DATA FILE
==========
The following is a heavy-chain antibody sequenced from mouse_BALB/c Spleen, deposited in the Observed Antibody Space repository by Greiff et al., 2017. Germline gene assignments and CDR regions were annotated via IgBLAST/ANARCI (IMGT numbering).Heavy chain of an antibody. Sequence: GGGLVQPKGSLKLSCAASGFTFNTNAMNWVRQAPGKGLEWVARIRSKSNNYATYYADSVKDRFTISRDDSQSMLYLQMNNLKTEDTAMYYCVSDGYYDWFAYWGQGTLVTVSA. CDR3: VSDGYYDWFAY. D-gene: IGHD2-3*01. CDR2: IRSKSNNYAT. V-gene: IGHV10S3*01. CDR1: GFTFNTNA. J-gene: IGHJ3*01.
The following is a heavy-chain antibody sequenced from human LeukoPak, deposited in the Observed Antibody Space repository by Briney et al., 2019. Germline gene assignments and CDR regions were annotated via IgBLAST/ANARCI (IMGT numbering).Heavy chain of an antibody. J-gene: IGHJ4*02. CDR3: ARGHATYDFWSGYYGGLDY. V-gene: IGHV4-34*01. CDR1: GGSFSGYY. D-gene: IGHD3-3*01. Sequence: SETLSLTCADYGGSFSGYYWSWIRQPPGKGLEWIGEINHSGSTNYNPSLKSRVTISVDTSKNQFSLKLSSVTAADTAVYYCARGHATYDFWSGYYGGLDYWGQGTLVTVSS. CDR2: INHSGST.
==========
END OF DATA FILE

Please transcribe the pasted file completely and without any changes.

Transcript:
The following is a heavy-chain antibody sequenced from mouse_BALB/c Spleen, deposited in the Observed Antibody Space repository by Greiff et al., 2017. Germline gene assignments and CDR regions were annotated via IgBLAST/ANARCI (IMGT numbering).Heavy chain of an antibody. Sequence: GGGLVQPKGSLKLSCAASGFTFNTNAMNWVRQAPGKGLEWVARIRSKSNNYATYYADSVKDRFTISRDDSQSMLYLQMNNLKTEDTAMYYCVSDGYYDWFAYWGQGTLVTVSA. CDR3: VSDGYYDWFAY. D-gene: IGHD2-3*01. CDR2: IRSKSNNYAT. V-gene: IGHV10S3*01. CDR1: GFTFNTNA. J-gene: IGHJ3*01.
The following is a heavy-chain antibody sequenced from human LeukoPak, deposited in the Observed Antibody Space repository by Briney et al., 2019. Germline gene assignments and CDR regions were annotated via IgBLAST/ANARCI (IMGT numbering).Heavy chain of an antibody. J-gene: IGHJ4*02. CDR3: ARGHATYDFWSGYYGGLDY. V-gene: IGHV4-34*01. CDR1: GGSFSGYY. D-gene: IGHD3-3*01. Sequence: SETLSLTCADYGGSFSGYYWSWIRQPPGKGLEWIGEINHSGSTNYNPSLKSRVTISVDTSKNQFSLKLSSVTAADTAVYYCARGHATYDFWSGYYGGLDYWGQGTLVTVSS. CDR2: INHSGST.